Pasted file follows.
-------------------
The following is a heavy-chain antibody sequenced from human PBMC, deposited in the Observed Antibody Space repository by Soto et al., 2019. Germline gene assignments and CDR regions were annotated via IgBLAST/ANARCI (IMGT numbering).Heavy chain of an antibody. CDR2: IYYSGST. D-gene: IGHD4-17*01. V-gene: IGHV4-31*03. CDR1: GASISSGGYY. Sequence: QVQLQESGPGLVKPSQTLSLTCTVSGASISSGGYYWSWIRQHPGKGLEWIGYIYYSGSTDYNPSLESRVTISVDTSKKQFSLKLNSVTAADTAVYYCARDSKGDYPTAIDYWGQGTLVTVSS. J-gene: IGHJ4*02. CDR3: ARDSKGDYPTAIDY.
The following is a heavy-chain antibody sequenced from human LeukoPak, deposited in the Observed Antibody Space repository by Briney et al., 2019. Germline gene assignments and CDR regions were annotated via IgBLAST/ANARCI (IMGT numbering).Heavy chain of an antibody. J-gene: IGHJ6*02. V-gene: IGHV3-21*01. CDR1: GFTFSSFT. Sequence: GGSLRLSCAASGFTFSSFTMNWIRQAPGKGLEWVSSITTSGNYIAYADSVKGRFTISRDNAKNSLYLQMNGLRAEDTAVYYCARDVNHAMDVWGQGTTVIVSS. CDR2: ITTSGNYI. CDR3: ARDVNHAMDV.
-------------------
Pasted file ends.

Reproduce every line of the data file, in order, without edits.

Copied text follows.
The following is a heavy-chain antibody sequenced from human PBMC, deposited in the Observed Antibody Space repository by Soto et al., 2019. Germline gene assignments and CDR regions were annotated via IgBLAST/ANARCI (IMGT numbering).Heavy chain of an antibody. CDR2: IYYSGST. D-gene: IGHD4-17*01. V-gene: IGHV4-31*03. CDR1: GASISSGGYY. Sequence: QVQLQESGPGLVKPSQTLSLTCTVSGASISSGGYYWSWIRQHPGKGLEWIGYIYYSGSTDYNPSLESRVTISVDTSKKQFSLKLNSVTAADTAVYYCARDSKGDYPTAIDYWGQGTLVTVSS. J-gene: IGHJ4*02. CDR3: ARDSKGDYPTAIDY.
The following is a heavy-chain antibody sequenced from human LeukoPak, deposited in the Observed Antibody Space repository by Briney et al., 2019. Germline gene assignments and CDR regions were annotated via IgBLAST/ANARCI (IMGT numbering).Heavy chain of an antibody. J-gene: IGHJ6*02. V-gene: IGHV3-21*01. CDR1: GFTFSSFT. Sequence: GGSLRLSCAASGFTFSSFTMNWIRQAPGKGLEWVSSITTSGNYIAYADSVKGRFTISRDNAKNSLYLQMNGLRAEDTAVYYCARDVNHAMDVWGQGTTVIVSS. CDR2: ITTSGNYI. CDR3: ARDVNHAMDV.